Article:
Policy Update 12-16-19

Federal Health Care Issues
Although impeachment hearings dominate the national news coverage, there’s been a holiday flurry of activity with federal bills and rules coming out of Washington D.C.

Passing or extending a spending bill that delays disproportionate share hospital (DSH) cuts and funds health care programs: The current short-term 2020 spending bill expires on December 20. If the spending bill is not extended, funding reauthorization for community health centers, national health service corps, Medicare quality programs and special diabetes programs will lose funding. Additionally, DSH cuts will go into effect on January 1, 2020. These cuts will not affect Vermont hospitals in the first year or two due to the fact that the State of Vermont cut a total of $15 million in DSH funding from the FY 2019 and FY 2018 budgets. Congress may pass complete appropriation bills or a short-term spending bill. Either way, they will be looking for a way to fund programs and the delay in DSH cuts.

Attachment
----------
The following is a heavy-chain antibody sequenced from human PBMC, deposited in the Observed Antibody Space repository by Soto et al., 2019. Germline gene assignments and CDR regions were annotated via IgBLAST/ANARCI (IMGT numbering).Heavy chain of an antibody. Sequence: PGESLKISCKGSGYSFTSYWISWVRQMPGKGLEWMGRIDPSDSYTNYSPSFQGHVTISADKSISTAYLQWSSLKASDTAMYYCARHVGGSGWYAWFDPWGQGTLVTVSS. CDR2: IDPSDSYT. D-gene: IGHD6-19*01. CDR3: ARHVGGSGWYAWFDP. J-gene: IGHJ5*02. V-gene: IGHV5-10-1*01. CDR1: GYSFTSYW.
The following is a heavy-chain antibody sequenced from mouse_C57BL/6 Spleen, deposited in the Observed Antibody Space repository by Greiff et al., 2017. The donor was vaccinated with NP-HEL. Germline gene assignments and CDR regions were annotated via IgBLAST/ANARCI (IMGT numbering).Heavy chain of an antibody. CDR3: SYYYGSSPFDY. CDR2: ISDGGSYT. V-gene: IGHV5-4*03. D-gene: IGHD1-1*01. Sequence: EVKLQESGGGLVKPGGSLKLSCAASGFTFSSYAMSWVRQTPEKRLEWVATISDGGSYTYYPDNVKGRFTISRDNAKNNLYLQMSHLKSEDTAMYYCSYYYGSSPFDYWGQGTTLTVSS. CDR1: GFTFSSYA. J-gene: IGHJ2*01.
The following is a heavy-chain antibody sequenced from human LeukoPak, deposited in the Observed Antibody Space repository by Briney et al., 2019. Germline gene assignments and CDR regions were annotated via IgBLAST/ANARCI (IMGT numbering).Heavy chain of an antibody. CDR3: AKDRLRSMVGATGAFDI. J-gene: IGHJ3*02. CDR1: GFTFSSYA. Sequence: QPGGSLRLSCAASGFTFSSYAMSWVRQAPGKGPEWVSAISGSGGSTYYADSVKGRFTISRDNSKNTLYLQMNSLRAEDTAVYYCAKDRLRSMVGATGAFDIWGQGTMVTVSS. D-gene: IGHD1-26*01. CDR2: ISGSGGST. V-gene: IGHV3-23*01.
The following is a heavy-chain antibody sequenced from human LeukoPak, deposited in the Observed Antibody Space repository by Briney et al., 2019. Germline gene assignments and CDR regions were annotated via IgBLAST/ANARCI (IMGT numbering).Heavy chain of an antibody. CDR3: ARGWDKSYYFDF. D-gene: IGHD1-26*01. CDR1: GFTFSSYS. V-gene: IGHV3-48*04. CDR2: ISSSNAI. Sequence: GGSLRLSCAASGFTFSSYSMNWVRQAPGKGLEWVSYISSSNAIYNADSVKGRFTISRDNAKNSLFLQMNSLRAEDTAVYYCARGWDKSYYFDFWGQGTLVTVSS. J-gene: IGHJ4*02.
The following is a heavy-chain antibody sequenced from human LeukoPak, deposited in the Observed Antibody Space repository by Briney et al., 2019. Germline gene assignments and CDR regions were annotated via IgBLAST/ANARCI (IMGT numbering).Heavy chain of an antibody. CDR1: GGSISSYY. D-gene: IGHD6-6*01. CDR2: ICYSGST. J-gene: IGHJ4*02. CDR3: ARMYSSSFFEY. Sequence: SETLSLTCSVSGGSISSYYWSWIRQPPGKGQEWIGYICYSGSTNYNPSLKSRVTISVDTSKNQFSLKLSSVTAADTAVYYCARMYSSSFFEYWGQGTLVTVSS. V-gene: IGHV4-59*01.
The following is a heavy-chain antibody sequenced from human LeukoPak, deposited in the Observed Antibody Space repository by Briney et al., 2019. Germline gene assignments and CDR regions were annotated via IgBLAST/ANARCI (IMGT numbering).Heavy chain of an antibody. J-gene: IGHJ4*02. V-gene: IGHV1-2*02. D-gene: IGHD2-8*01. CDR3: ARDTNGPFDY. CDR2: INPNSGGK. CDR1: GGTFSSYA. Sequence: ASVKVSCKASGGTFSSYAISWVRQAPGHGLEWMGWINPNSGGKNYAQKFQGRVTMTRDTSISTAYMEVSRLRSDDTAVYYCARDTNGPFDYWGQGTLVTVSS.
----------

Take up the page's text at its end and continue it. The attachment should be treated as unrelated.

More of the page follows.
Surprise billing: The Ways and Means Committee announced on Thursday that they have a bi-partisan agreement on legislation that would protect patients from surprise billing while allowing for a “robust, impartial and structured process” to determine the reimbursement from the insurer to the provider. Uninsured patients will also be able to participate in the process if they were provided misleading cost information by a provider. The proposed bi-partisan agreement also includes an exemption for existing state laws. 

Prescription drug bill: The House of Representatives voted to approve the Lower Prescription Costs Now Act, which would allow the federal government to negotiate prices for up to 250 drugs and limit the price of prescription drugs if prices grow faster than inflation. Rep. Peter Welch has been a driving force behind this bill. The Senate will likely not take the bill up. 

Transparency: Currently, all hospitals post what they charge to a federal website. A federal rule set to go into effect on January 1, 2021 would require hospitals to post negotiated charges for all items and services provided by the hospital. Hospitals will also be required to post 300 common services in a consumer-friendly manner so individuals can easily comparison shop between hospitals.